The Repertory Theater of St. Louis confirmed the political power of theater when it commissioned this one-person show written and performed by Dael Orlandersmith to capture the reactions of Ferguson, Mo., residents to the police shooting of 18-year-old Michael Brown in the summer of 2014. The results are both eye-opening and quietly moving.
John Lithgow is the most personable of performers, and his chatty solo piece “John Lithgow: Stories by Heart” finds him in a mellow mood, sharing loving memories of his family and of the stories they used to read to one another. The two stories he tells in Roundabout Theater Company’s Broadway staging of the show — Ring Lardner’s “Haircut” and “Uncle Fred Flits By,” by P.G.
In Playwrights Horizons’ “Mankind,” playwright-director Robert O’Hara envisions a future society when women have vanished from the face of the earth and men must shoulder the burdens of human procreation. The offbeat premise is intriguing, but the writer fails to take it all the way, choosing a surreal treatment that is visually stunning (kudos to designers Clint Ramos and Alex Jainchill) but intellectually hollow.
Muck Rack makes it simple to find people, tweets, or articles that mention any name, keyword, company, hashtag etc. We've compiled this guide to help you make the most of your search.
Selecting a term
Start searching tweets, articles from media outlets, articles mentioned in tweets, journalists'
names, titles and bios with some suggested searches:
Companies or Topics (e.g. iPhone, Microsoft)
Phrases (e.g. "cloud computing") — use quotes to keep the terms together
Twitter handles (e.g. @username) — returns those who have mentioned or replied to
Names (e.g. "David Pogue")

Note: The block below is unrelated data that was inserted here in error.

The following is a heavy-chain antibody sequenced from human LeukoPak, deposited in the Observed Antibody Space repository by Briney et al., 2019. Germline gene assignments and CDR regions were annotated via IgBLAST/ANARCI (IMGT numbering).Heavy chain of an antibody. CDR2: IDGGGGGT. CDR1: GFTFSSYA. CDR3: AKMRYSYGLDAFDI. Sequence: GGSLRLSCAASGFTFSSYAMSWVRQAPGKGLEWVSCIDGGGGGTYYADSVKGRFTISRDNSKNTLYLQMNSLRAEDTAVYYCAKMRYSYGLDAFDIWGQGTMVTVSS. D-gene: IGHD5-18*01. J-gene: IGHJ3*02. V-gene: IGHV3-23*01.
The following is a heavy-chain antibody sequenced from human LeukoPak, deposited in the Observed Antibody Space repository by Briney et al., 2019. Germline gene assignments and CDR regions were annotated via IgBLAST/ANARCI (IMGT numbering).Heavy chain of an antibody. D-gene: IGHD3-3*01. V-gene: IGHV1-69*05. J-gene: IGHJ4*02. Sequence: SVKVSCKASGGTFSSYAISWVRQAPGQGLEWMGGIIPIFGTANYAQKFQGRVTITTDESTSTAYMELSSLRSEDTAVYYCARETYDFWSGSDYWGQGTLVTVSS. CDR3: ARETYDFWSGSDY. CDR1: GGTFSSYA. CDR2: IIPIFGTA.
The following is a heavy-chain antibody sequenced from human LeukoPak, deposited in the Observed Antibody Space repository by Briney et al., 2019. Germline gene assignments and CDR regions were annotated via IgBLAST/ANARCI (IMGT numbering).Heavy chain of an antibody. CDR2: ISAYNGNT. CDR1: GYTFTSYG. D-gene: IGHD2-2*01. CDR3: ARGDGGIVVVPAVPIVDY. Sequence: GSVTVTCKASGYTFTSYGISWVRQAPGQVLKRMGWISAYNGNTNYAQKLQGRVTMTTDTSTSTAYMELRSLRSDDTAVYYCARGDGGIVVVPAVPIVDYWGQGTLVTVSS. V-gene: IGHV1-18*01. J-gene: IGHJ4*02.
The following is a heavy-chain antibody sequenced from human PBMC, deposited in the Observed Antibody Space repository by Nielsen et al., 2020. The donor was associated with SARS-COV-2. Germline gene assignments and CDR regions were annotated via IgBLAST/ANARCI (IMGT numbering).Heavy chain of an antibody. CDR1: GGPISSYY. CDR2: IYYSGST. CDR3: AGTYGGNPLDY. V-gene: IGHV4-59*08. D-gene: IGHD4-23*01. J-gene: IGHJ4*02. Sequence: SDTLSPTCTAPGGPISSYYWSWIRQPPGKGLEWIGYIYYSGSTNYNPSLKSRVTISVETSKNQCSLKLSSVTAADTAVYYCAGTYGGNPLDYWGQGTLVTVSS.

Hashtags (e.g. #sxsw, #london2012)
Bio details (e.g. vegan, Olympics, father)
Muck Rack's Advanced Search allows for many boolean operators.
Find results that mention multiple specified terms, use AND or
+. For example, ensure each result contains both Elon Musk and Mark Zuckerberg by
searching Musk AND Zuckerberg or Musk + Zuckerberg.
Use the operators OR or , to broaden your search when you'd like either of
multiple terms to appear in results. (This is the default behavior of our search when no operators
are used). For example, results will contain either cake or cookie by searching cake OR cookie or cake,cookie
Use NOT or - to subtract results from your search. For
example, searching Disney will yield results about the Walt Disney Company as well as Walt Disney
World Resort. To exclude mentions of Disney World, search for Disney -World or Disney
When using one of these operators with a phrase, enclose it in quotation marks. For example, you can
find results about smartphones excluding Apple's iPhone 4S by searching smartphone -"iPhone
Exact case matching or punctuation
If you're searching for a brand name or keyword that relies on specific punctuation marks or capitalization, you can
find results that match your exact query by adding matchcase: before the keyword you're searching for, like matchcase:E*TRADE .
Use parentheses to separate multiple
boolean phrases. For example, to find journalists talking about having fun in Disney World or
Disneyland, search for ("disney world" OR disneyland) AND fun.
An asterisk can be used to search for any variation of a root word truncated by the asterisk. For example, searching for admin* will return results for administrator, administration, administer, administered, etc.
A near operator is an AND operator where you can control the distance between the words. You can vary the distance the near operation uses by adding a forward slash and number (between 0-99) such as strawberries NEAR/10 "whipped cream", which means the strawberries must exist within 10 words of "whipped cream".